‘Organic’ uprisings are a recent phenomenon, despite attempts to link the colour-coded revolutions such as those of Ukraine and Georgia with earlier examples going as far back as the Indian independence movement. It is not hard to understand why they appeal to people considering the broad disenchantment with politics today, but they ultimately lack a solid basis that could introduce radical political change. (Ukraine and Georgia are good examples.) The urge to see the Arab uprisings as leaderless ignored the fact that success was more likely in the countries that had more advanced forms of organisation, such as Egypt and Tunisia, where political parties, social movements and trade unions played significant roles in the uprisings. In Syria and Libya the lack of leadership has meant a slower  pace in galvanising support. In Yemen it allowed other players with political aspirations to enter the fray and attempt to benefit from the efforts of the protest movement. The infatuation with the idea of organic movements has muddled our understanding of the uprisings. We’re inadvertently celebrating one of the most problematic aspects of the uprisings, and one that will make it harder for the uprisings to achieve their goals.

It’s deeper than politics
The uprisings have been frequently portrayed as existential struggles rather than as political conflicts. Some have even claimed that they are about restoring dignity and not projecting aspirations for freedom and democracy. The desire to see the uprisings in these a-political terms reflects the lack of credibility of traditional political movements, but it ignores that the lack of a political vision means alliances constructed around the lowest common denominator. In some instances when established movements joined the uprisings they were regarded suspiciously, as if their aspirations are not legitimate. In particular, many considered the involvement of Islamic parties as dangerous, forgetting that they have been for a long time vehicles for the expression of discontent. If there is a genuine secular alternative to be developed, it cannot rely on vague generalities but on a clear political aims that should address social and economic issues. For example, the debate about the economy in Egypt in the last few months has highlighted the glaring lack of any genuine ideas about how to take the country forward. If the uprisings are to have a real impact they should rely on political vision not on its absence.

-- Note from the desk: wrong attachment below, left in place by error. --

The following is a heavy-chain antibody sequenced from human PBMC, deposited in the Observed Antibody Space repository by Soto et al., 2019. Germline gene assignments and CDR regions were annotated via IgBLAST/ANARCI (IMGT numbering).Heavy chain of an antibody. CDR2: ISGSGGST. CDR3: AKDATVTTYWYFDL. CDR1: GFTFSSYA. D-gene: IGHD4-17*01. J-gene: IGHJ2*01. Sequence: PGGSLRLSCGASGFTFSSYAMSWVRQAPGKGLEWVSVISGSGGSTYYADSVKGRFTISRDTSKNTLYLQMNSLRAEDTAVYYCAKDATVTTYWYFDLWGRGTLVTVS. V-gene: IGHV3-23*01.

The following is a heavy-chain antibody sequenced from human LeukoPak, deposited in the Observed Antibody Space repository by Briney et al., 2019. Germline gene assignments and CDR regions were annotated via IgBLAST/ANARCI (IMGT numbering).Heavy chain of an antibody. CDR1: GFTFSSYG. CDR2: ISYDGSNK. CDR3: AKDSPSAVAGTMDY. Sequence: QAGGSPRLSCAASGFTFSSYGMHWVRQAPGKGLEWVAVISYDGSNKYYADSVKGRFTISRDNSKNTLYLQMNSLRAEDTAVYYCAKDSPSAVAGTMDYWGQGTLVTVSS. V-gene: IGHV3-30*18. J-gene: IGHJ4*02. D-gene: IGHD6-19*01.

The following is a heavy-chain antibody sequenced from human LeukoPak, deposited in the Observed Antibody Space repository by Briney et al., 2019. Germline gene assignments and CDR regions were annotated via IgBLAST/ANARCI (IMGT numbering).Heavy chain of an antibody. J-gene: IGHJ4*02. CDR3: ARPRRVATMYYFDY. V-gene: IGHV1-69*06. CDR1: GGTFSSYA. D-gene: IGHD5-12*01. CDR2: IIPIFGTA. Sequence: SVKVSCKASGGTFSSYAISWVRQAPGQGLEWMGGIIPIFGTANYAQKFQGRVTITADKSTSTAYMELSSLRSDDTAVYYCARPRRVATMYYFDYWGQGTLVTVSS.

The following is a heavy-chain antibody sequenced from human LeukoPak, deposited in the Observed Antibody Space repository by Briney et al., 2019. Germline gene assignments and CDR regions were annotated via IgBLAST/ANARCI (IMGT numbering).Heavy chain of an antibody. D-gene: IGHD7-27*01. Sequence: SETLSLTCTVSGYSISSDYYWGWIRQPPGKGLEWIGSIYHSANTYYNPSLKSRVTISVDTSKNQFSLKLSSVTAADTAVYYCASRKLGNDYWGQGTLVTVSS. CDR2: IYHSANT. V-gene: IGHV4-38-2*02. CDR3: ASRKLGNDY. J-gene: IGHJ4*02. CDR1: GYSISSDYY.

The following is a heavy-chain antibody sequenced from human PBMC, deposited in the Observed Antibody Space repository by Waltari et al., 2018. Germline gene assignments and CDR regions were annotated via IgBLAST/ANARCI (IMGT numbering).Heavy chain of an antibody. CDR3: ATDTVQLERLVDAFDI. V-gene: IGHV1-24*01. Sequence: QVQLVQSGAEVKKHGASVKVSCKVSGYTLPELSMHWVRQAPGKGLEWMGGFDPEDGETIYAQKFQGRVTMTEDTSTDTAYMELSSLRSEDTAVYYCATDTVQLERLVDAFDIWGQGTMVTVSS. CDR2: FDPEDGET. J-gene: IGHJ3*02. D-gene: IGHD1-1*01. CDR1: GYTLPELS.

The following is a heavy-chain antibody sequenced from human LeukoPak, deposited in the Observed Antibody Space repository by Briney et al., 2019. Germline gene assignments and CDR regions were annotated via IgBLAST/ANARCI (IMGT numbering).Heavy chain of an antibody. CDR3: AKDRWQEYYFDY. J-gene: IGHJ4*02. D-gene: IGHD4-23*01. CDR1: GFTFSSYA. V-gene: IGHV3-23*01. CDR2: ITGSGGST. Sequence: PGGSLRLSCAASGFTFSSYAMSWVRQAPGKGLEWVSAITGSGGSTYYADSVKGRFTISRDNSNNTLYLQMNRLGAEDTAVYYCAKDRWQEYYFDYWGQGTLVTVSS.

They are peaceful
The peaceful nature of the uprisings in Tunisia and Egypt was widely celebrated. When the Libyan uprising appeared to become an armed insurgency, there were recriminations in some quarters, with some casting aspersions about the rebels' real intentions. Similar thoughts are now being expressed about the Syrian uprising. Things have obviously changed since the Spanish civil war, when international volunteers joined up with the republicans to fight the fascists, there is now very little appetite for armed struggle. Some preferred to see ‘civilised’ demonstrators practising non-violence, even though this effectively meant that the only violence being practised was directed against them. Furthermore, this has ignored the extent to which Arab regimes enforced their authority through their monopoly on violence. Not challenging this monopoly means that the balance of power could not change.